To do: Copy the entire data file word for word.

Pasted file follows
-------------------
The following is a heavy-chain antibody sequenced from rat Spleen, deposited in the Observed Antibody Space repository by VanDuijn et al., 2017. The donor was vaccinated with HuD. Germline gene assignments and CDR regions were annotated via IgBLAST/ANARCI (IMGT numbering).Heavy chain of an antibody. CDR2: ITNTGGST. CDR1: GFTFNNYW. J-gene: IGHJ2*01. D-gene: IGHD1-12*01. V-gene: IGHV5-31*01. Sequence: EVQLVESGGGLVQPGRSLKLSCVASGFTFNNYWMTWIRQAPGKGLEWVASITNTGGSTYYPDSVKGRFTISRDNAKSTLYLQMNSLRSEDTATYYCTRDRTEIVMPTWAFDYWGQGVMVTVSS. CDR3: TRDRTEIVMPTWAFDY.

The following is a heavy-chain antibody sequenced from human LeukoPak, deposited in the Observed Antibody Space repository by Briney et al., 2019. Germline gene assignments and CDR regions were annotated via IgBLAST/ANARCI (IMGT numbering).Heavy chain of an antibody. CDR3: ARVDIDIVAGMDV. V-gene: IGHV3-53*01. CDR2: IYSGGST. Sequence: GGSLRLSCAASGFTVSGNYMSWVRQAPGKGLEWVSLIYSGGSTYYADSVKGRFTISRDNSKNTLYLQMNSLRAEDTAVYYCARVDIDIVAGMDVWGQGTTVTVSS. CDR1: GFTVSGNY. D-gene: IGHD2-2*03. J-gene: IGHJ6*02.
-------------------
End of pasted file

The following is a heavy-chain antibody sequenced from rat Spleen, deposited in the Observed Antibody Space repository by VanDuijn et al., 2017. The donor was vaccinated with HuD. Germline gene assignments and CDR regions were annotated via IgBLAST/ANARCI (IMGT numbering).Heavy chain of an antibody. CDR2: ITNTGGST. CDR1: GFTFNNYW. J-gene: IGHJ2*01. D-gene: IGHD1-12*01. V-gene: IGHV5-31*01. Sequence: EVQLVESGGGLVQPGRSLKLSCVASGFTFNNYWMTWIRQAPGKGLEWVASITNTGGSTYYPDSVKGRFTISRDNAKSTLYLQMNSLRSEDTATYYCTRDRTEIVMPTWAFDYWGQGVMVTVSS. CDR3: TRDRTEIVMPTWAFDY.

The following is a heavy-chain antibody sequenced from human LeukoPak, deposited in the Observed Antibody Space repository by Briney et al., 2019. Germline gene assignments and CDR regions were annotated via IgBLAST/ANARCI (IMGT numbering).Heavy chain of an antibody. CDR3: ARVDIDIVAGMDV. V-gene: IGHV3-53*01. CDR2: IYSGGST. Sequence: GGSLRLSCAASGFTVSGNYMSWVRQAPGKGLEWVSLIYSGGSTYYADSVKGRFTISRDNSKNTLYLQMNSLRAEDTAVYYCARVDIDIVAGMDVWGQGTTVTVSS. CDR1: GFTVSGNY. D-gene: IGHD2-2*03. J-gene: IGHJ6*02.